Following the release of their bright eyed debut, The Drums quickly begun to lose touch with the nuanced takes on happiness, love and vulnerability that were so beautifully encapsulated in the tracks that announced their arrival in 2010. Such was the popularity of their debut – and the hype that came with it – the increased attention and expectation caused The Drums to become emotionally erratic, with frontman Jonny Pierce becoming ever more self-indulgent in his frustrations toward relationships and lack of a record that bettered the band’s first. As a result, The Drums have gradually peeled apart, but, most importantly for fans, Jonny has remained, and he hopes to detail a personal redemption on the band’s fourth album, Abysmal Thoughts.
From the offset there was a sense of taking things back to basics with Abysmal Thoughts. Where Portamento had applied sunscreen to The Drum’s beaming sound, Encyclopaedia threw together a collection of overblown, emotionally confused ripostes in retaliation to claims the band couldn’t outgrow the sun-kissed beach pop ditties which had launched their career. Moving into a more settled mind-set, Pierce hit the studio alone and set about work on Abysmal Thoughts with an idea of evoking the sounds of his first LP; not just to rekindle a relationship with perplexed fans, but to dispel a growing impression that he was intent on trivialising his music and The Drum’s diminishing reputation.
The Drums had initially won hearts for their upbeat demeanour, so to hear early incarnations of their music juxtaposed with a retrospective Pierce meant Abysmal Thoughts was only going to swing one of two ways: an unceremonious mess and no doubt The Drum’s final record, or a new lease of life for the band where image, lyricism and instrumentation rest comfortably with one another. Thankfully for Jonny and his fans, Abysmal Thoughts sides with the latter – just.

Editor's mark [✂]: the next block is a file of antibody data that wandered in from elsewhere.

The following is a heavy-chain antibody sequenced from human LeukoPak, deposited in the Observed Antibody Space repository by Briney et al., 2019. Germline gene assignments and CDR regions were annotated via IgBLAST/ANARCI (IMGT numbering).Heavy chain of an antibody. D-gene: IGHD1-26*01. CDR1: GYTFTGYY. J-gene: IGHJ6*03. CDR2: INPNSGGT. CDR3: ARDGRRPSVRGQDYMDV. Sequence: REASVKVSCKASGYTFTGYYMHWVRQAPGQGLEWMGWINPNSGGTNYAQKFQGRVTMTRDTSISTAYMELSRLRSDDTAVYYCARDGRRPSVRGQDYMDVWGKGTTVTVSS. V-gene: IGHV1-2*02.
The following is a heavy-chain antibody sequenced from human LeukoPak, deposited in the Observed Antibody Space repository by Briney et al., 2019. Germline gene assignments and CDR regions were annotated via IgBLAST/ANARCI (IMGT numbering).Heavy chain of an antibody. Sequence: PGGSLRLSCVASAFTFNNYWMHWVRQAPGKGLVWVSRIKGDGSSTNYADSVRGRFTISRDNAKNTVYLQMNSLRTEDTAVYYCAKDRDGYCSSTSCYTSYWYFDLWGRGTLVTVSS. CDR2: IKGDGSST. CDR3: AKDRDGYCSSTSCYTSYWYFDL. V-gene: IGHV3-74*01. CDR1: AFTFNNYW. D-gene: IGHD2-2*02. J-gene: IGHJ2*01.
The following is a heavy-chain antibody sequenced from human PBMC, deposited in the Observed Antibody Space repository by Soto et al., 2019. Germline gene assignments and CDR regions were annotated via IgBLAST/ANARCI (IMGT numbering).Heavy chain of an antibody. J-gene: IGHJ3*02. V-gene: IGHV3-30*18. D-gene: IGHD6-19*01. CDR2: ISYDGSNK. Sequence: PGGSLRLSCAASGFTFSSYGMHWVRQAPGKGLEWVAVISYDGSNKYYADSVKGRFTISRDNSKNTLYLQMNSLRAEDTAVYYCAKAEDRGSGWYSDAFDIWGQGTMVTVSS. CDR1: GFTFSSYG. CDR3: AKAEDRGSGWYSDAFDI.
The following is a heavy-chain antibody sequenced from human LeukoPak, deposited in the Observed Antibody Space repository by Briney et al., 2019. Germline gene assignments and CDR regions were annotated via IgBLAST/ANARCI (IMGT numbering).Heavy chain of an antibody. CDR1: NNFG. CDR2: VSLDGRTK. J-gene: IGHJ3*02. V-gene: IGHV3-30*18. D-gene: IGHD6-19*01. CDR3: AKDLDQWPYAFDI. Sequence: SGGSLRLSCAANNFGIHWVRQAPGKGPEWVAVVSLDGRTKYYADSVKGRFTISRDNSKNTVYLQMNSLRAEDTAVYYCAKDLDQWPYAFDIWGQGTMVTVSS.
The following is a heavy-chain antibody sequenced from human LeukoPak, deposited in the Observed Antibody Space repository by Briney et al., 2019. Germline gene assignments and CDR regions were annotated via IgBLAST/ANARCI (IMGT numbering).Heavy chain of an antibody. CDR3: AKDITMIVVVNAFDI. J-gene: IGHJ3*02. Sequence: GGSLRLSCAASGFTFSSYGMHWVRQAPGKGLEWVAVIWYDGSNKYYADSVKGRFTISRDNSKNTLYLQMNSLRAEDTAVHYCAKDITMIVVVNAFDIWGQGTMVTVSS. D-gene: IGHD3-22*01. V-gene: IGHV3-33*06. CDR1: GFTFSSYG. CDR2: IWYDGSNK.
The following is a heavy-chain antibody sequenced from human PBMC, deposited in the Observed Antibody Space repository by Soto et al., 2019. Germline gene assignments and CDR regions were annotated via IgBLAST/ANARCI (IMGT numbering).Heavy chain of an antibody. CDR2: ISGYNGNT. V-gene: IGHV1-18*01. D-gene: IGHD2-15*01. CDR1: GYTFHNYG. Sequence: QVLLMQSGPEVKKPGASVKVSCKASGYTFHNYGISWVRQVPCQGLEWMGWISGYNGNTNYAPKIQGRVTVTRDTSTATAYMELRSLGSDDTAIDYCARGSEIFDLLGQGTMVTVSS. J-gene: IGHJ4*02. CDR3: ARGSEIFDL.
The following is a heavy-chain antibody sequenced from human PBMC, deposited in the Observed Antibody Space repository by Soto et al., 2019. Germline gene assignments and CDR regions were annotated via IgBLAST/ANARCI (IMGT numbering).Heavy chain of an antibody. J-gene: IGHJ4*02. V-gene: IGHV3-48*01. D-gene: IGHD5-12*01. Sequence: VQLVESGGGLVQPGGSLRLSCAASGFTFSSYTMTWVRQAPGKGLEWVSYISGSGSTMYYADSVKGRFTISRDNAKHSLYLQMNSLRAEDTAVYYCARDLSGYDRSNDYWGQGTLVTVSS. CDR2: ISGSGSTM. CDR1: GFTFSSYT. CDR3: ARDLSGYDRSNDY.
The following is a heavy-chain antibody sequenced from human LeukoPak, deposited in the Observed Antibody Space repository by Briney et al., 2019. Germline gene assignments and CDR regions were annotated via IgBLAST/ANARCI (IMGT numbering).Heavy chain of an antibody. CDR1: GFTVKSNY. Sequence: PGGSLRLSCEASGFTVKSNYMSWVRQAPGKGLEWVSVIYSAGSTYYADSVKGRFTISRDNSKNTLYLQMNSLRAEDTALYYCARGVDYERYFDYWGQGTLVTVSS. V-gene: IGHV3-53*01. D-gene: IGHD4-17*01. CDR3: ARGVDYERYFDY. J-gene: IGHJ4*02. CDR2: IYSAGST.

The engaging conflict between bright instrumentals and confessional lyrics makes Abysmal Thoughts The Drum’s best use of melancholy to date. While their debut record took you beachside in the midday sun, Abysmal Thoughts heads back to the same spot seven years later, only this time the beach is empty and there is a light rain for accompaniment. Synthesiser whoops and delicate harmonies caress the aching content of Pierce’s lyrics, which hark back to yesteryear while allowing for new tales of sorrow to drive the album forward. ‘Blood Under My Belt’ and ‘Heart Basel’ work the combination to maximum effect, while ‘Mirror’ provides a strong opening for the album by instilling hope that some of The Drum’s best work is to follow in its path. It wouldn’t be The Drums without a moment that lacks creative controls, and the heady ‘Are U F**ked’ duly offers a taste of Pierce’s uncurbed musical imagination. ‘Head Of The Horse’ and ‘Under The Ice’ flirt with nostalgia, but resist the urge to delve into the depressive spiral, thus keeping the album on its upbeat track.
Throughout the record, the majority of tracks fail to capture the attention any more than the one that proceeded it, but that’s missing the point of Abysmal Thoughts. Here we have an artist fully aware of his destructive nature finally finding the stability to create a coherent body of work that progresses on the band’s debut. Sure, unhappy experiences have taken precedence in The Drum’s music through the years, but now choosing to detail such stories with eyes firmly fixed on the future brings a much needed relief to the music, not to mention an added depth in sound which appeared impossible if The Drums were ever to go back to basics.